I am a committed toilet hacker. Yes, I am fiercely committed to making better, smarter and more accessible toilets. In fact, I want armies of purpose driven people pursuing this same mission. The reason that I am so passionate about this is that it is unacceptable that 2.6 billion people have zero access to a basic toilet. Think about that number for a moment. In India, there are 3 cell phones for every toilet. Yes, you can call someone halfway around the world, but getting access to the most powerful health tool around is out of reach. Your options are the field, the street and worst of all the source of your drinkable water, the nearby river or lake. I am committed to taking on this challenge.
The question is, how do you tackle a 2.6 billion person problem? The magnitude of that number is mind numbing, the subject is shrouded in taboo and the number of people who are even aware of the issue are few. Everyone is focused on the sexy sister of sanitation, water. Yet, I am committed to the underserved, under-invested and under-innovated sister, the toilet and access to basic hygiene. The answer on how to tackle this is to create a perpetual hack-attack.
You might have seen the movie, The Social Network. You saw a group of college kids clustered around a bunch of computer screens churning out code in a fast and furious manner fueled by caffeine and plenty of pizza. This is called hacking. And it is part and parcel of the Silicon Valley culture. And when you bring a bunch of bright minds together to tackle a problem over a weekend, you get the makings of a hackathon.
At Eirene, the company I co-founded with fellow toilet hacker, Michael TS Lindenmayer, we decided to bring this Silicon Valley mindset into the world of doing good. We apply it across the board at Eirene. Our firm is a private for profit, for purpose and venture philanthropy endeavor focused on tackling problems that affect at least 1 billion people. This includes a focus on sanitation, caregiving and education. Named after the Greek goddess of peace and prosperity, we invest in and build transformational technologies and ventures that have the prospect to create significant impact at a large scale.
In order to tackle these challenges, we employ a collaborative spirit. We start or join partnerships and alliances of the best, the brightest and often non-traditional thinkers. And that is what we are doing this December. We are launching the first global Sanitation Hackathon. Eirene teamed up with the World Bank's Water Practice and ICT unit, in partnership with the Bill and Melinda Gate's Foundation to run a global hackathon. We also enlisted into the team the leadership at design power houses Gensler and IDEO.org. Add into the mix students from colleges like Columbia University and we are excited to get the winner's concepts into the field.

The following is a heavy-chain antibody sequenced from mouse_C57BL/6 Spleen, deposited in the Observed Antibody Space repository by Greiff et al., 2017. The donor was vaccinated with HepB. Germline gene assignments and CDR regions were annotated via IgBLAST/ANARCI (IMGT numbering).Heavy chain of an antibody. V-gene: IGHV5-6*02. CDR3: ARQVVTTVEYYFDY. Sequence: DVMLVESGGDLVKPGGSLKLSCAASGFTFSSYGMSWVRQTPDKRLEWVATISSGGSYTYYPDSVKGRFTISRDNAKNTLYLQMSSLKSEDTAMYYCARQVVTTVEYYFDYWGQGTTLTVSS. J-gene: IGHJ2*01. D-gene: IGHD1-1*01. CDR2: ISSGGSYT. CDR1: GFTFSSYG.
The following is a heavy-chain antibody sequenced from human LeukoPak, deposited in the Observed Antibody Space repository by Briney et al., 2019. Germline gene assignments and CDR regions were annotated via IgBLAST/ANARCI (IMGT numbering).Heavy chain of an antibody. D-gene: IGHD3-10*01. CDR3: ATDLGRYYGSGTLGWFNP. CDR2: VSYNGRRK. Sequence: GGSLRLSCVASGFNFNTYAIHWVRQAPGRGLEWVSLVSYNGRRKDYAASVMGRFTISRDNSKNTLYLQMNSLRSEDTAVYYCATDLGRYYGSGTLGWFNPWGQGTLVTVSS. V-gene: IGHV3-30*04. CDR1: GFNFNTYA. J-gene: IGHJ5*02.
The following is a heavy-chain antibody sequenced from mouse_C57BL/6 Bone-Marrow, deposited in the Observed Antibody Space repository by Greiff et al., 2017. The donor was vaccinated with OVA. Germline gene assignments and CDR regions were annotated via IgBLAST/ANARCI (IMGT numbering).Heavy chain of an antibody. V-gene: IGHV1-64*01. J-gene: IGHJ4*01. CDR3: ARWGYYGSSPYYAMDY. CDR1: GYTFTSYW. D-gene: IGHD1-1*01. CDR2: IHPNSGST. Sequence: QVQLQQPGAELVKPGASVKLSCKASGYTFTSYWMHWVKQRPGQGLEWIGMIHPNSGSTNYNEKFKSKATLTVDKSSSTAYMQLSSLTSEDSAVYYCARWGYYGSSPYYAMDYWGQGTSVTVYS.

This collective hack effort will be taking place across 9 countries and seeks to bring together at least 1000 toilet hackers. We have dug into the problem at the most local level and have asked some of the greatest global minds to also tackle the issue as well. These toilet hackers come from all kinds of backgrounds. Engineers, material scientists all the way to street artists, micro-entrepreneurs and inventors of all stripes are all becoming toilet hackers. We are inviting these thinkers to constantly pursue the possibilities that will bring a toilet to every home. We are fiercely committed toilet hackers. You can be too. For us this is just the start. We want to foster a movement of innovation in this space, so join us this winter and help kick-start this revolution in modern sanitation.
John Kluge Jr. is the co-founder of Eirene. He is also a fellow at the East-West Institute. He is on the board of Fonderie 47 and the advisory board of the Stan Lee Foundation. John has worked on anti-poverty, hunger issues and cyber security to protect children. His efforts have helped bring food security to over 30 million people. He is the co-author of the Charity and Philanthropy for Dummies book, to be published in 2013.
Michael TS Lindenmayer is the co-founder of Eirene. Michael is the founder and chairman of the Caregiver Relief Fund. He is on the advisory boards of the Stan Lee Foundation and World Blu. He co-created the volunteer platform at Room to Read, which now has over 10,000 volunteers across 56 cities bringing literacy to over 6.6 million children. Prior to Eirene, Michael built a portfolio of wellness ventures across Europe, Africa and Latin America. He commenced his career in banking at Morgan Stanley. He is the co-author of the Charity and Philanthropy for Dummies book, to be published in 2013.